The theme sentence or primary concept of the paragraph is generally a general statement. General Statement: Birds are Insect Controllers. Statements provide context for the topic phrase or major concept. They can also point out differences between, similarities between, or relationships among things. For example, the statement "Birds are insect controllers" points out a difference between birds and insects. It also suggests that birds have something to do with controlling insects. Finally, it indicates that there is some relationship between birds and insects because they are both types of animals.
A good essay will include two good statements. The first one or more sentences should reveal or explain the main idea of the paragraph or essay. The second one or more sentences should help to develop or expand on that idea.
In order to write good theme sentences, start by thinking about what kind of information you want to convey in the paragraph. Are you trying to make a point about a topic? Do you want to compare two things? Explain how something works? Whatever your purpose, choose one main idea and then expand on it in the second half of the sentence or paragraph.
Here are some examples of good theme sentences: "Birds are important because they are insect controllers." "The theme of this essay is trust.
Birds, for example, are bug controllers. Particular Specific Statement: 5 1/2 ounces of insects will be consumed by a 3-ounce newborn bird. Birds consume about double their body weight. They eat insects to control the insect population.
Birds are a group of vertebrates that can fly. They are divided into several orders, depending on how much mobility they have within their skeletal structure. The order Ornithology includes all the birds that are alive today as well as those that are extinct. Scientists can use fossils to learn more about ancient birds.
Birds are a very important part of our ecosystem because they eat insects which are harmful to plants. Insects can destroy crops even if they're not seen by anyone. For example, when corn is growing in the field, insects such as corn worms can eat away at it unless something eats them first. Humans need birds to keep insect populations under control.
General statements tell you what kind of thing birds are. Specific statements tell you exactly how much food babies bird eyes will eat. General statements give you an idea of how many birds there are while specific statements tell you how many ounces of insects your bird's eye will eat. There are many different types of birds with different traits, so each type of bird needs to be described individually.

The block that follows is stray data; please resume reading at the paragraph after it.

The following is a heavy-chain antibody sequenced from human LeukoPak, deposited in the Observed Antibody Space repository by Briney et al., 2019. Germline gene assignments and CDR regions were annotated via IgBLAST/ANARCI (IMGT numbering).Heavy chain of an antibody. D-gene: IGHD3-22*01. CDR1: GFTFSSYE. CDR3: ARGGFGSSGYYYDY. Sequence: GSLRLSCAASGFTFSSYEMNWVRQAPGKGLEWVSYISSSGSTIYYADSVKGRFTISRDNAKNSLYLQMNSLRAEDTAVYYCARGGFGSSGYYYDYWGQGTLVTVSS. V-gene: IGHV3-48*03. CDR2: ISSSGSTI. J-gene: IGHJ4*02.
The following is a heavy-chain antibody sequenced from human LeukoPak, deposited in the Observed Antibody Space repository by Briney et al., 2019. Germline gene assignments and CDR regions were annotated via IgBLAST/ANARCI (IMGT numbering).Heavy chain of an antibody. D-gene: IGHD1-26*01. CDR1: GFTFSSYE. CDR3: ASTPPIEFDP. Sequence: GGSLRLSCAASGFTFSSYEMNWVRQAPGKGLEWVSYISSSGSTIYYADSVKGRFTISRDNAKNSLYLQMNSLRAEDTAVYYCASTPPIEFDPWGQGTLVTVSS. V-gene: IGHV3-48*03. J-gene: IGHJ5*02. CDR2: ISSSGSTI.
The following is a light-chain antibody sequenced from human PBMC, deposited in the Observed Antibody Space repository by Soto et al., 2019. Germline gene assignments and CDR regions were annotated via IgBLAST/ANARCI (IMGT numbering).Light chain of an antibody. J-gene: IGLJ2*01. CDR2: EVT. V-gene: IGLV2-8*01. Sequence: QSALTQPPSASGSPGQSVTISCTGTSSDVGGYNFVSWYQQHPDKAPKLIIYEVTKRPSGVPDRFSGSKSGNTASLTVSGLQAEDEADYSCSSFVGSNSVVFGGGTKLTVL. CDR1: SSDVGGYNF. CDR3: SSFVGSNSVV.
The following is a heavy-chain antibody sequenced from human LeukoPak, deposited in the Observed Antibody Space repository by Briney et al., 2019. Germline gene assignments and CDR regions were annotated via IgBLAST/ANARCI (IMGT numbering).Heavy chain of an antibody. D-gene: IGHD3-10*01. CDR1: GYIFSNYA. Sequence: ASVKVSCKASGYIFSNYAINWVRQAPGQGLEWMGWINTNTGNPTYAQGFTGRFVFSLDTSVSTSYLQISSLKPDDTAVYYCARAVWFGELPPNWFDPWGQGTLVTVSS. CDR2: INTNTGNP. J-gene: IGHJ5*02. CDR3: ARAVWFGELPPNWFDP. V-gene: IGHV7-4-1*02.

A general statement is a phrase that defines or expresses a broad and all-encompassing truth. A broad remark does not describe a specific occurrence in the world: On Tuesday, Charlie enthusiastically handed over $20 to the attractive man with curling mustaches who promised to make Charlie wealthy. The man turned out to be a swindler and stole Charlie's money. This example of a general statement is known as a generalization.
A general statement can also be called a rule-of-thumb statement. It is always accurate but not always precise. For example, when asked how he acquired his wealth, a billionaire owner of a textile company might say "from selling cotton to Americans." This answer would be considered a general statement because it expresses a broad truth. Even though the man actually gained his wealth by making millions of dollars' worth of investments, he could not have sold anything other than textiles.
General statements are useful because they give us a starting point. If we are told that something is rich tasting or looks like chicken, we know what to expect. Generalizations allow us to make judgments about new things based on past experience. Without them, there would be no way to understand how the world works or to have any kind of an impact on our lives.
Generalizations come in two forms: true and false. Only true generalizations can be used to make predictions.